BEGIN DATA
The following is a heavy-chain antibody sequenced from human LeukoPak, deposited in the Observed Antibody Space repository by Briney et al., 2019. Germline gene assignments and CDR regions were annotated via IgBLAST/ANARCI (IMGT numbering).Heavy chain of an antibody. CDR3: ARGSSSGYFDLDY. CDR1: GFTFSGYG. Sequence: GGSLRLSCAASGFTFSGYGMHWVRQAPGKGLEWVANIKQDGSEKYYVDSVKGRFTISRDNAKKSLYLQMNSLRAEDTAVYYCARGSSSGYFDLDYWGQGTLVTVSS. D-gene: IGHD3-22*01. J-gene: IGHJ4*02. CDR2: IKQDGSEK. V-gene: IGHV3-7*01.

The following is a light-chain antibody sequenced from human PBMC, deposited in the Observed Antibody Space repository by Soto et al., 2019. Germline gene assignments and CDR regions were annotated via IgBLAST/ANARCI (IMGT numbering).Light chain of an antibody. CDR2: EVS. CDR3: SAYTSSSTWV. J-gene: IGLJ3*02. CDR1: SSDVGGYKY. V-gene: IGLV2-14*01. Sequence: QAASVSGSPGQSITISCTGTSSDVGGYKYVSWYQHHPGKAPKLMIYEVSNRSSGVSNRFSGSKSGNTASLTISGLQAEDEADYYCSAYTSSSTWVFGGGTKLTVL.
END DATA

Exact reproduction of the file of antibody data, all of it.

The following is a heavy-chain antibody sequenced from human LeukoPak, deposited in the Observed Antibody Space repository by Briney et al., 2019. Germline gene assignments and CDR regions were annotated via IgBLAST/ANARCI (IMGT numbering).Heavy chain of an antibody. CDR3: ARGSSSGYFDLDY. CDR1: GFTFSGYG. Sequence: GGSLRLSCAASGFTFSGYGMHWVRQAPGKGLEWVANIKQDGSEKYYVDSVKGRFTISRDNAKKSLYLQMNSLRAEDTAVYYCARGSSSGYFDLDYWGQGTLVTVSS. D-gene: IGHD3-22*01. J-gene: IGHJ4*02. CDR2: IKQDGSEK. V-gene: IGHV3-7*01.

The following is a light-chain antibody sequenced from human PBMC, deposited in the Observed Antibody Space repository by Soto et al., 2019. Germline gene assignments and CDR regions were annotated via IgBLAST/ANARCI (IMGT numbering).Light chain of an antibody. CDR2: EVS. CDR3: SAYTSSSTWV. J-gene: IGLJ3*02. CDR1: SSDVGGYKY. V-gene: IGLV2-14*01. Sequence: QAASVSGSPGQSITISCTGTSSDVGGYKYVSWYQHHPGKAPKLMIYEVSNRSSGVSNRFSGSKSGNTASLTISGLQAEDEADYYCSAYTSSSTWVFGGGTKLTVL.